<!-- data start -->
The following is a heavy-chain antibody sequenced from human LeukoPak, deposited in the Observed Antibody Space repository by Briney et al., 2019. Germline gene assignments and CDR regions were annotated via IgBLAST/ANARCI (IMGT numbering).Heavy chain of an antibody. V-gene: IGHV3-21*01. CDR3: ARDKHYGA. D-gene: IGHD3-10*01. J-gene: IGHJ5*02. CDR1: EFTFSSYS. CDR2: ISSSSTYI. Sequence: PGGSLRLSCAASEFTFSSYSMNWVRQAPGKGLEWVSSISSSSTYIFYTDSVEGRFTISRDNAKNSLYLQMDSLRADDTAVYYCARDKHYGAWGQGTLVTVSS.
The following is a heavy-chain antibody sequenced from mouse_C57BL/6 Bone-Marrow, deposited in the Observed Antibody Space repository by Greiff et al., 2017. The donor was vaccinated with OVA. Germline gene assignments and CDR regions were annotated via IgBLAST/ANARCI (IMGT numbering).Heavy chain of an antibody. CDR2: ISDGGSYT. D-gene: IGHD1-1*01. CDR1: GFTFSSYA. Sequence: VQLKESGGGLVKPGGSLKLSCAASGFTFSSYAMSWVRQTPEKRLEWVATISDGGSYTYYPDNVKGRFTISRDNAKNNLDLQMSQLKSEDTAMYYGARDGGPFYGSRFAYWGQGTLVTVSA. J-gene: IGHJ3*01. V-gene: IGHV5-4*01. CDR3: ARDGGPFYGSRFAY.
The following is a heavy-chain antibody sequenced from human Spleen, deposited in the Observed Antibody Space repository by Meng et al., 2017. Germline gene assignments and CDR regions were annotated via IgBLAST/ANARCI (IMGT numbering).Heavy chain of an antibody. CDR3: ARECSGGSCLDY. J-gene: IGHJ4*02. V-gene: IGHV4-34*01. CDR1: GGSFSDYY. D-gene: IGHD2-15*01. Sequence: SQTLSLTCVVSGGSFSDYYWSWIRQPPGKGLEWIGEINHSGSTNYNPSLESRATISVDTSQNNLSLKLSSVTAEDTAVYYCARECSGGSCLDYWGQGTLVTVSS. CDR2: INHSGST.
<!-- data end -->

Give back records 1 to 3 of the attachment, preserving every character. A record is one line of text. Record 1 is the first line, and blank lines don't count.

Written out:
The following is a heavy-chain antibody sequenced from human LeukoPak, deposited in the Observed Antibody Space repository by Briney et al., 2019. Germline gene assignments and CDR regions were annotated via IgBLAST/ANARCI (IMGT numbering).Heavy chain of an antibody. V-gene: IGHV3-21*01. CDR3: ARDKHYGA. D-gene: IGHD3-10*01. J-gene: IGHJ5*02. CDR1: EFTFSSYS. CDR2: ISSSSTYI. Sequence: PGGSLRLSCAASEFTFSSYSMNWVRQAPGKGLEWVSSISSSSTYIFYTDSVEGRFTISRDNAKNSLYLQMDSLRADDTAVYYCARDKHYGAWGQGTLVTVSS.
The following is a heavy-chain antibody sequenced from mouse_C57BL/6 Bone-Marrow, deposited in the Observed Antibody Space repository by Greiff et al., 2017. The donor was vaccinated with OVA. Germline gene assignments and CDR regions were annotated via IgBLAST/ANARCI (IMGT numbering).Heavy chain of an antibody. CDR2: ISDGGSYT. D-gene: IGHD1-1*01. CDR1: GFTFSSYA. Sequence: VQLKESGGGLVKPGGSLKLSCAASGFTFSSYAMSWVRQTPEKRLEWVATISDGGSYTYYPDNVKGRFTISRDNAKNNLDLQMSQLKSEDTAMYYGARDGGPFYGSRFAYWGQGTLVTVSA. J-gene: IGHJ3*01. V-gene: IGHV5-4*01. CDR3: ARDGGPFYGSRFAY.
The following is a heavy-chain antibody sequenced from human Spleen, deposited in the Observed Antibody Space repository by Meng et al., 2017. Germline gene assignments and CDR regions were annotated via IgBLAST/ANARCI (IMGT numbering).Heavy chain of an antibody. CDR3: ARECSGGSCLDY. J-gene: IGHJ4*02. V-gene: IGHV4-34*01. CDR1: GGSFSDYY. D-gene: IGHD2-15*01. Sequence: SQTLSLTCVVSGGSFSDYYWSWIRQPPGKGLEWIGEINHSGSTNYNPSLESRATISVDTSQNNLSLKLSSVTAEDTAVYYCARECSGGSCLDYWGQGTLVTVSS. CDR2: INHSGST.